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AFRICA OIL & GAS TODAYNew Economic Environment
03/31/09, Biodun Omojola
Nigeria's Petroleum Resources Minister Rilwan Lukman
It is a euphemism for the global economic meltdown, but many analysts believe that Nigeria's oil and gas industry is still strategically placed to survive some of its harsh effects.
No one, despite the past cycles of boom and burst, expected the price to go burst when it did. Before the bubble busted, crude oil retailed at an unbelievable price of $140 per barrel driven, in part, by the huge appetites of emerging economies like India and China. Increased consumption from those countries contributed to prices rising from around $20 a barrel, at the start of 2002, to peak above $147 in July 2008. A collapse of demand, a result of the current economic meltdown, saw prices crash to about $40. This sharp drop in prices, resulting from what analysts have termed the "New Economic Environment", a reference to the global economic crisis, is raising serious concerns within the global oil industry.
For Nigeria, the realization that oil prices may not reach the level it was five years ago is a rude shock. Nigeria relies heavily on oil for its revenue. In 2008 it accounted for 80 percent of government revenues and 95 percent of export earnings. This year's budget is benchmark on $45, although analysts say the country's spending plans actually require much higher oil price if Nigeria is to avoid running a substantial deficit. Already advice is coming from those who should know. Ann Pickhard, Shell's regional executive vice president, exploration and production, for Africa, believes Nigeria must tighten its belt just as other oil producers across the world are doing. Shell is the oldest IOC in Nigeria and the largest producer contributing about 40 percent of total production. She also says Nigeria cannot afford to be "complacent" under the new realities.
However, despite the effect the drop in price is having on oil producing countries, Pickhard says Nigeria has some advantages. "The average cost of producing a barrel (taking onshore and offshore together) is competitive compared to some regions. It (Nigeria) is strategically located relative to major markets. And the oil is good quality." Whether these advantages will stand Nigeria in good stead remains to be seen as production continues to fall. The Niger Delta region where Nigeria's oil and gas is produced is a hot bed of militant activities and they continue to disrupt production by blowing up oil infrastructure and kidnapping oil workers. So far almost all expatriate oil workers have been withdrawn from their sphere of operations by companies operating in the region.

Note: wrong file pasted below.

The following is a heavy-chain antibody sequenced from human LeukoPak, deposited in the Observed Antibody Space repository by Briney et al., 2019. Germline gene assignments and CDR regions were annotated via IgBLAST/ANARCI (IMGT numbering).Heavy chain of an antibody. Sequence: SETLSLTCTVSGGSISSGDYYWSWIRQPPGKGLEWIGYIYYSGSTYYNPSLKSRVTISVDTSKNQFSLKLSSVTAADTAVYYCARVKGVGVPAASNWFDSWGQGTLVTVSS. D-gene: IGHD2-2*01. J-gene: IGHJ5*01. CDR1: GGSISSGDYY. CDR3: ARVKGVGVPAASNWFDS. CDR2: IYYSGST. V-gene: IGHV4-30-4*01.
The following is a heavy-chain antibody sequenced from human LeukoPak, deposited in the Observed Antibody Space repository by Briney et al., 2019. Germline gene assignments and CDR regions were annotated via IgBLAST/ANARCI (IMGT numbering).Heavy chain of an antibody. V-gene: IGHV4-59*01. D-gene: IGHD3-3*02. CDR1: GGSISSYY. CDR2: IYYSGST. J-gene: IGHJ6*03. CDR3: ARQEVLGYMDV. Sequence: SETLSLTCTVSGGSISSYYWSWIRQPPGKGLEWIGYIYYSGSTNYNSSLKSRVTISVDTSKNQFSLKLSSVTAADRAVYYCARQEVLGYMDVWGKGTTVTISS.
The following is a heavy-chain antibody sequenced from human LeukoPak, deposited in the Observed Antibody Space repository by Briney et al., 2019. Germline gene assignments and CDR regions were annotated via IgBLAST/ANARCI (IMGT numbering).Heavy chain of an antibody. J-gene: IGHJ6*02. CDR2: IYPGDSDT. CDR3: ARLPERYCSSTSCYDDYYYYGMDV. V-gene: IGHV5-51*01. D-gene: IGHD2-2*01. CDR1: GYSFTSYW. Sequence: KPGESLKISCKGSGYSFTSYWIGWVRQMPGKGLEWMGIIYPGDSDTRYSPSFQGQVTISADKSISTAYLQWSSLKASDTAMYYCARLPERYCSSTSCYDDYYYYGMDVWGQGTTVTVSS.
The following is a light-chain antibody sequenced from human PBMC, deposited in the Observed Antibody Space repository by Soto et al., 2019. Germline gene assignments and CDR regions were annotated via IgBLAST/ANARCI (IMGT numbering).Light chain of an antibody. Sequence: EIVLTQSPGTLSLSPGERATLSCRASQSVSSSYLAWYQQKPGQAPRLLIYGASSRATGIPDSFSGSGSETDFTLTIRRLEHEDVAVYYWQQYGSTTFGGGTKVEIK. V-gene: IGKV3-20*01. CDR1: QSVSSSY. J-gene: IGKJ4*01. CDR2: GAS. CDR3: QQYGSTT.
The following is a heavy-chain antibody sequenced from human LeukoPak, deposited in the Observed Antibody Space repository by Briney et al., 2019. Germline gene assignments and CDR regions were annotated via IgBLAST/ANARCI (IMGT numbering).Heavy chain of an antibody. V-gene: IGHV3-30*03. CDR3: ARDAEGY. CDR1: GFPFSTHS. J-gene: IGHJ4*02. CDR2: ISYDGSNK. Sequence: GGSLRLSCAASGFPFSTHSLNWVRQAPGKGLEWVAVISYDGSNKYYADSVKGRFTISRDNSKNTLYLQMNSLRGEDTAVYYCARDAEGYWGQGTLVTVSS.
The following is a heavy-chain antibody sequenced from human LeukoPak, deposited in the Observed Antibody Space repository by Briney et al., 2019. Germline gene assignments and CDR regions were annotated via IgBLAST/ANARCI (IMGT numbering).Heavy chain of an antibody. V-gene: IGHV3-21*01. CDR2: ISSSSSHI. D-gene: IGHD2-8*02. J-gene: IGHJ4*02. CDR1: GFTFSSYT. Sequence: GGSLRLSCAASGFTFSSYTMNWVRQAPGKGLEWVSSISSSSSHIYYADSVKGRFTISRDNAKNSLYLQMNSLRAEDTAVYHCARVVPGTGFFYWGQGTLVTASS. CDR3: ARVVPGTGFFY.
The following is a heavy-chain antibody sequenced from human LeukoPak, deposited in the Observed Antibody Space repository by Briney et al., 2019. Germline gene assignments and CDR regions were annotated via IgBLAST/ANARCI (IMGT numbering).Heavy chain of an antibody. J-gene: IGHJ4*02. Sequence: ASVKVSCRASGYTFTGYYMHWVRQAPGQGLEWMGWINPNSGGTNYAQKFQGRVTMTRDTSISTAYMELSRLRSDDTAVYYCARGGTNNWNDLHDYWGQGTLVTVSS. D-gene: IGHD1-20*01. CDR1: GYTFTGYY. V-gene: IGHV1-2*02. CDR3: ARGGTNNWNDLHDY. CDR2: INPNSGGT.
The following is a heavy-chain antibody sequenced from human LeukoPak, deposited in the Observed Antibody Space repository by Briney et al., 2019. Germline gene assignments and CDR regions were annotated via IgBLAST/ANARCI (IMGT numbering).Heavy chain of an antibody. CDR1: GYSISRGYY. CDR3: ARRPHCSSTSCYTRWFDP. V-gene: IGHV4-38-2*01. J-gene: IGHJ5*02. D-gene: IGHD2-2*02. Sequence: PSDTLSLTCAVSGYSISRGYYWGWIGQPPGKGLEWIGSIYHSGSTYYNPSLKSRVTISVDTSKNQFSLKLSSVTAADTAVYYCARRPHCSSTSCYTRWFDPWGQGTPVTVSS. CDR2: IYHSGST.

Nigeria, according to Pickhard, "needs large investments to reverse that decline and bring online new projects." Shell, on its part, says it will invest, in 2009, "between $31 and $32 billion" an amount similar to what was invested last year. What is different in this investment drive, according to Pickhard, is that much of the spending will go to projects already approved or sanctioned.
In as much as investments are coming in, there is urgency on the part of government to sanitise the sector. Government has said it will reform the sector but industry sources say the reforms should be "thorough and effective". Issues such as funding and security should be resolved while industry uncertainties should be eliminated and transparency improved. Already, government has begun shaking the oil industry tower. Abubakar Lawal Yar'Adua, former group general manager of the Nigerian National Petroleum Corporation (NNPC) has been removed, while Rilwan Lukman, a former petroleum minister, has returned again to the industry as minister. Replacing Abubakar Yar'Adua is Muhammad Sanusi Barkindo, formerly coordinator, special projects at the NNPC. Barkindo, a 23-year veteran of the industry, has held many senior positions locally and internationally at the NNPC. He was once the secretary general of the Organisation of Petroleum Exporting Countries (OPEC).